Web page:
SPECTOR’S NOTE: Gardiner also has three more years left on his contract. His declining performance could be tied to last season’s back injury. Those factors hurt his value in the trade market.

Chicago Blackhawks: Brandon Saad. He surfaced in rumors near the trade deadline and could pop up again. He’s a year away from UFA status with a $6 million cap hit for next season.

SPECTOR’S NOTE: It won’t be surprising if Saad is playing elsewhere next season. The Blackhawks are rebuilding on the fly and must restock their prospect cupboard.

Colorado Avalanche and Dallas Stars: first-round pick. The Avs will have plenty of cap room to target clubs looking to shed salary, while the Stars are built to win now and could peddle their pick for more immediate help.

SPECTOR’S NOTE: Avalanche forward Tyson Jost has been mentioned as a trade option. I’ve seen some suggesting the Stars should peddle a defenseman for a scoring forward. That would mean moving Esa Lindell or John Klingberg and I don’t see that happening.

Detroit Red Wings: Anthony Mantha. Boylen feels it’s less likely he’ll be moved but doesn’t rule it out. He suggests Mantha could fetch a haul of futures if they decide not to re-sign the restricted free agent to a long-term deal.

SPECTOR’S NOTE: Mantha admitted his contract negotiations could get complicated. He also has arbitration rights. I think the Wings want to re-sign him, but he could be shopped if talks bog down.

Edmonton Oilers: Jesse Puljujarvi. He’s requested a trade and spent this season in Finland.

SPECTOR’S NOTE: Puljujarvi’s situation has been well-documented here and elsewhere. As Boylen pointed out, he remains the Oilers’ No. 1 trade candidate.

Florida Panthers: Michael Matheson. Changes could be coming for the disappointing Panthers. Matheson’s signed through 2025-26 but lacks no-trade protection.

SPECTOR’S NOTE: Matheson appeared in media rumors before the Feb. 24 trade deadline. He has a reasonable $4.875 million AAV and could be tempting for clubs seeking experienced blueline depth.

Los Angeles Kings: Jeff Carter. Despite the decline in his production, Carter could attract some interest if the Kings picked up part of his salary-cap hit. He lacks no-trade protection.

SPECTOR’S NOTE: Carter has two more years left on his contract. He’ll turn 36 in January and his best seasons are behind him. Maybe a contender takes a chance on him, but I doubt it. 

Minnesota Wild: Matt Dumba. He and Jonas Brodin appeared in trade speculation before the Feb. 24 trade deadline. Maybe the Wild’s improved play before the pause might tempt GM Bill Guerin to keep his roster intact.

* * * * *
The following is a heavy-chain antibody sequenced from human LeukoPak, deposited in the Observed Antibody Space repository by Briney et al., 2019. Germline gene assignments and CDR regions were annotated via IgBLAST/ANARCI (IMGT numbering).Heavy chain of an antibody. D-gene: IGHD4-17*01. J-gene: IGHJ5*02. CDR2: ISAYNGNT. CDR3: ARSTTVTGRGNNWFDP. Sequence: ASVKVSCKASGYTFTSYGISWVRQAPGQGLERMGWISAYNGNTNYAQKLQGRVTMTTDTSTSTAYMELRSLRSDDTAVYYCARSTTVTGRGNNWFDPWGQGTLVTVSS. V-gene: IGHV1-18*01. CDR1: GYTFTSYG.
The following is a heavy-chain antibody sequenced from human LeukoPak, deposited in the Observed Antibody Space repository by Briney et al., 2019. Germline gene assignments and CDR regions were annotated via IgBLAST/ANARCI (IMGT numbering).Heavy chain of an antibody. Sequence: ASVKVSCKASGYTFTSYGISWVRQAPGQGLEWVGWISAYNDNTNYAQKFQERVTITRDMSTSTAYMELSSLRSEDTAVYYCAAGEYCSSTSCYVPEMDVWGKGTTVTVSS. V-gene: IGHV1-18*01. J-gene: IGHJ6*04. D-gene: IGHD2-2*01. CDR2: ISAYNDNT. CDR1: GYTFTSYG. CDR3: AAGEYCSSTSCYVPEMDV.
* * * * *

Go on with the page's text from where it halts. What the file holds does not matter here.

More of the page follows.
SPECTOR’S NOTE: Dumba would draw plenty of interest in the trade market, but it would be a mistake to move him. Guerin may have listened to offers, but it’ll take a significant pitch to convince him to move Dumba.

Montreal Canadiens: Max Domi. A decline in Domi’s production, his RFA status this summer, and the promising centers (Nick Suzuki, Jesperi Kotkaniemi, Ryan Poehling) on the Habs roster and within their system could make him expendable.

SPECTOR’S NOTE: On the other hand, several Habs players struggled this season, Domi loves playing in Montreal, and much of the chatter about his future seems to originate from some in the Montreal media unhappy over his play. Nevertheless, he could get moved if contract talks become contentious.

Nashville Predators: Kyle Turris. The Predators would love to move his $6 million AAV through 2023-24. However, they could be forced to pick up part of that salary or include another asset.

SPECTOR’S NOTE: Agreed. GM David Poile hasn’t retained salary in a trade, but he could be forced to if he intends to move Turris.

New Jersey Devils: Pavel Zacha. “If a trade makes sense to add to their prospect base, and if the team drafts another forward this year, a Zacha move should be explored.”

SPECTOR’S NOTE: Zacha’s future will depend upon who’s the Devils’ general manager after this season. Tom Fitzgerald holds the role on an interim basis, but the team ownership reportedly interviewed former Vancouver Canucks GM Mike Gillis for the role.

New York Islanders: Johnny Boychuk. He’s lost a step and his role is in decline. His $6 million AAV through 2021-22 is a concern for a club with limited cap space.

SPECTOR’S NOTE: Those factors, as well as his eight-team trade list, also make moving him a difficult challenge.

New York Rangers: Henrik Lundqvist. Trading him is a big “if” and would require Lundqvist waiving his no-movement clause. The Rangers can’t go into next season carrying three goalies again.